King Hermigildus, son to Leuigildus, King of the Visigoths; who was, for the Catholic faith, put to death by his father.
Not long since, as I have learned of many which came from Spain, king Hermigildus, son of Leuigildus, king of the Visigoths, was from Arian heresy lately converted to the Catholic faith by the most reverent man Leander, Bishop of Seville, with whom I was not long since familiarly acquainted; which young Prince, upon his conversion, his father, being an Arian, laboured both by large promises and terrible threats to draw again to his former error: but when most constantly his son answered, that he would never forsake the true faith which he had once embraced, his father in great anger took away his kingdom, and beside deprived him of all wealth and riches; and perceiving that, with all this, his mind was nothing moved, he committed him to straight prison, laying irons both upon his neck and hands.
Upon this, the young king Hermigildus began now to contemn his earthly kingdom, and to seek with great desire after the kingdom of heaven: and lying in prison fast bound, he prayed to Almighty God in hair-cloth to send him heavenly comfort: and so much the more did he despise the glory of this transitory world, by how much he knew himself in that case that he had now nothing that could be taken from him.
When the solemn feast of Easter came, his wicked father sent unto him in the dead of the night an Arian Bishop, to give him the communion of a sacrilegious consecration, that he might thereby again recover his father’s grace and favour: but the man of God, as he ought, sharply reprehended that Arian Bishop which came unto him, and giving him such entertainment as his deserts required, utterly rejected him; for albeit outwardly he lay there in bands, yet inwardly to himself he stood secure in the height of his own soul.
The father, at the return of the Arian prelate, understanding these news, fell into such a rage that forthwith he sent his officers of execution to put to death that most constant confessor, in the very prison where he lay: which unnatural and bloody commandment was performed accordingly: for so soon as they came into the prison, they clave his brains with a hatchet, and so bereaved him or mortal life, having only power to take that from him which the holy martyr made small account of. Afterwards, for the publishing of his true glory to the world, there wanted not miracles from heaven: for in the night time singing was heard at his body: some also report that, in the night, burning lamps were seen in that place: by reason whereof his body, as of him that was a martyr, was worthily worshipped of all Christian people.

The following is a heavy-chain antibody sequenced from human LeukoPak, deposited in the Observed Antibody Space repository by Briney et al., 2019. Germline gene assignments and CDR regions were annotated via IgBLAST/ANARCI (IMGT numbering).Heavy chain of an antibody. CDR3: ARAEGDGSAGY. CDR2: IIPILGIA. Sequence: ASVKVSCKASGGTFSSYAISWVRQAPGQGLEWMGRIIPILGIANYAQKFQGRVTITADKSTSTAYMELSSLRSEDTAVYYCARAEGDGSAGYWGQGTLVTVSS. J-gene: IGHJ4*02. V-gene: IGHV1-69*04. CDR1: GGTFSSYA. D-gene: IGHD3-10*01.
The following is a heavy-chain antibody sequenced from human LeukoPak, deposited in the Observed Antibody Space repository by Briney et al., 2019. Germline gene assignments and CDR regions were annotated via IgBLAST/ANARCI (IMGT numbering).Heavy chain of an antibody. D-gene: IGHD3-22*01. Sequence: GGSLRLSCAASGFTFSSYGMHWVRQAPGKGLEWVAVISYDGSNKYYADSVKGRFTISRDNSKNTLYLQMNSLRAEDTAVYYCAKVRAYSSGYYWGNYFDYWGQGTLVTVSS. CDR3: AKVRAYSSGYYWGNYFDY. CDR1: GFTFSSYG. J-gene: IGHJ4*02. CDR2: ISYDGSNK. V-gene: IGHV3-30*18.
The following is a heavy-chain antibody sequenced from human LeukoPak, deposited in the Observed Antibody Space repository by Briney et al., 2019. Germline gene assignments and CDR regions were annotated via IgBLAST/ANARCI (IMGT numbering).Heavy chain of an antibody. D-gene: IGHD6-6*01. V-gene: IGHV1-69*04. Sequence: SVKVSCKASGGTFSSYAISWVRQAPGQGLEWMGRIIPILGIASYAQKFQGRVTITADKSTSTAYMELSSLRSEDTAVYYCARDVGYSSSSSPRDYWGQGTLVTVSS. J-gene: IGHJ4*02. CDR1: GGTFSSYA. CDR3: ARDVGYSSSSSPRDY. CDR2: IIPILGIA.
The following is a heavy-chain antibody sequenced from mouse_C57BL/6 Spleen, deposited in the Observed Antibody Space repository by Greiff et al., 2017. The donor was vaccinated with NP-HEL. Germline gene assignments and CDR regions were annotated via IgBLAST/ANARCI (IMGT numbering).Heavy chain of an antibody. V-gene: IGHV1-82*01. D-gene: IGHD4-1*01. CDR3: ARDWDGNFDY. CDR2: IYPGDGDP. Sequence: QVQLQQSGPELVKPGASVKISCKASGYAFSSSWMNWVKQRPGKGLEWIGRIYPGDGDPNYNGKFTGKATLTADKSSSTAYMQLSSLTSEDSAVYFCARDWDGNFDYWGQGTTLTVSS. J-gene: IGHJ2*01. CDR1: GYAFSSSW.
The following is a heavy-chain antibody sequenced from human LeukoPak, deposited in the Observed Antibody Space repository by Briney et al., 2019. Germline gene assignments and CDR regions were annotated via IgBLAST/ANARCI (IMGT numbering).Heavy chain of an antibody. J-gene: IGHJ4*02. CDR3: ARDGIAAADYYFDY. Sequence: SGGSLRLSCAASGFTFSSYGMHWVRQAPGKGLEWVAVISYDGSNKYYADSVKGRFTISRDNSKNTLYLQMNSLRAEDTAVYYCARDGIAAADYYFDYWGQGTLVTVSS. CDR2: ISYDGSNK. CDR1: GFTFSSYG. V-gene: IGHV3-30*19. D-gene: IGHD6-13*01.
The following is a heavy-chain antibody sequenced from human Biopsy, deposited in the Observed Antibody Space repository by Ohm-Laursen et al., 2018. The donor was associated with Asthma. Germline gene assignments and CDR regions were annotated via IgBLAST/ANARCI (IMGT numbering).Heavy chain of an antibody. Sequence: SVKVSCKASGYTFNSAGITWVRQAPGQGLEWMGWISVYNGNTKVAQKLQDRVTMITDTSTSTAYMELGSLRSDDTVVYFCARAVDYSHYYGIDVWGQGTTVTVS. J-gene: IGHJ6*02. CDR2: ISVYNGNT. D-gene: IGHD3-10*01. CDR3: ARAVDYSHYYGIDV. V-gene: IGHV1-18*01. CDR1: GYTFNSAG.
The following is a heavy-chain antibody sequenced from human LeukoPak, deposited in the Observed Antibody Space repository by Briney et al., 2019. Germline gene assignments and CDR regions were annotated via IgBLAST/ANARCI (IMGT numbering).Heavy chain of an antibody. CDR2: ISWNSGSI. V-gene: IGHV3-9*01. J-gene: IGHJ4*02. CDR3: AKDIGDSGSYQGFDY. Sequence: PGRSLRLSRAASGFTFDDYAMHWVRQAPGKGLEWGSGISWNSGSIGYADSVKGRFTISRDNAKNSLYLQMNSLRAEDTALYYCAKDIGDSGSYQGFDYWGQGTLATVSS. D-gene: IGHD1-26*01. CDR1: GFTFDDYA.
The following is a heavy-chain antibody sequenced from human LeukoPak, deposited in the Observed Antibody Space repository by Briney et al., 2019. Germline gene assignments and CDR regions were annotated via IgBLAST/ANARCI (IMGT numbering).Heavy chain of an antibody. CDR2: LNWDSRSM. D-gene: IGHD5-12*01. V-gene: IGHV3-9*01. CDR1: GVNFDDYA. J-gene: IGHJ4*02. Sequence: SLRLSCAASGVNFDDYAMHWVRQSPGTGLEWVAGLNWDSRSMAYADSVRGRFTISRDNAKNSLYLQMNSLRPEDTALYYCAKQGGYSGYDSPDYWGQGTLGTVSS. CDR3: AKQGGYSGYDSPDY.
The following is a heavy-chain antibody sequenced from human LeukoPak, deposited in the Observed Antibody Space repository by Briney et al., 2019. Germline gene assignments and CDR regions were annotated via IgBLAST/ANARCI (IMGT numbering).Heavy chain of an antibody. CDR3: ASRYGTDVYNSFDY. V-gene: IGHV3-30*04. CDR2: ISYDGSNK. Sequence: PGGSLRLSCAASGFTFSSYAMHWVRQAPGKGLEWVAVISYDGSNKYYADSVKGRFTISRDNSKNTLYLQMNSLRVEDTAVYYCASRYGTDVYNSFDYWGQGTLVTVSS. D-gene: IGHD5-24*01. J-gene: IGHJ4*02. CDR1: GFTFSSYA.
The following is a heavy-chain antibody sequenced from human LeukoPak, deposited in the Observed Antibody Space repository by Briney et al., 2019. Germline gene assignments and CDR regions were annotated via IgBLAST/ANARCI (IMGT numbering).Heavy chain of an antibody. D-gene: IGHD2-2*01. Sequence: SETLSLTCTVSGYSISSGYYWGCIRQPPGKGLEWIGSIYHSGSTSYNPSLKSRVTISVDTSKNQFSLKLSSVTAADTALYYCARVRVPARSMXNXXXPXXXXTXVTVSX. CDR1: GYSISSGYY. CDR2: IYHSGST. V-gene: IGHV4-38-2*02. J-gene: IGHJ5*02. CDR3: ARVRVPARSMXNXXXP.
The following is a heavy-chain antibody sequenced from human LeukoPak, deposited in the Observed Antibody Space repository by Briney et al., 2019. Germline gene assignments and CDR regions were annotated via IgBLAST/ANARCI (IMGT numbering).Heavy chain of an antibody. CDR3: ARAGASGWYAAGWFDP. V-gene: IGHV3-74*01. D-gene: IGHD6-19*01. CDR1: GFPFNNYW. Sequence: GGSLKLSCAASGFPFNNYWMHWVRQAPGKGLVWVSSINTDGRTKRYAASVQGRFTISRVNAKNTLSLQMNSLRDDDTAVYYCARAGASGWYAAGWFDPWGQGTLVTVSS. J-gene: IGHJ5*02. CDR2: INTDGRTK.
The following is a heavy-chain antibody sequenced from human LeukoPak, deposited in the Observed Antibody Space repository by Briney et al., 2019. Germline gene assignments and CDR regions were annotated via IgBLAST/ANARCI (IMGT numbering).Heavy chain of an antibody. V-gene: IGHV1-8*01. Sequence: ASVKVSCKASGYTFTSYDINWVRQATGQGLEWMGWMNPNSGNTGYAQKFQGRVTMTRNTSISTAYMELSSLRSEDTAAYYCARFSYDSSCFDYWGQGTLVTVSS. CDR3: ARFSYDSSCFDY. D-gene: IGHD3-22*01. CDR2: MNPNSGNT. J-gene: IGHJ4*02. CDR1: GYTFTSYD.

But the wicked father and murderer of his own son, albeit he was sorry that he had put him to death, yet was not his grief of that quality that it brought him to the state of salvation. For although he knew very well that the Catholic faith was the truth, yet, for fear of his people, he never deserved to be a professor thereof.
At length, falling sick, a little before his death, he commended his son Recharedus, who was to succeed him in the kingdom, and was yet an heretic, unto Bishop Leander, whom before he had greatly persecuted: that by his counsel and exhortation, he might likewise make him a member of the Catholic Church, as he had before made his brother Hermigildus; and when he had thus done, he departed this life. After whose death, Recharedus the king, not following the steps of his wicked father, but his brother the martyr, utterly renounced Arianism: and laboured so earnestly for the restoring of religion, that he brought the whole nation of the Visigoths to the true faith of Christ, and would not suffer any that was a heretic in his country to bear arms and serve in the wars.
And it is not to be admired that he became thus to be a preacher of the true faith, seeing he was the brother of a martyr, whose merits did help him to bring so many into the lap of God’s Church: wherein we have to consider that he could never have effected all this, if king Hermigildus had not died for the testimony of true religion; for, as it is written: Unless the grain of wheat falling into the earth doth die, itself remaineth alone; but if it dies it bringeth forth much fruit. This we see to prove true in the members, which before was verified in the head: for one died amongst the Visigoths that many might live, and of one grain that was sown for the faith, a great crop of faithful people sprung up.
Source “St Gregory the Great, the Dialogues”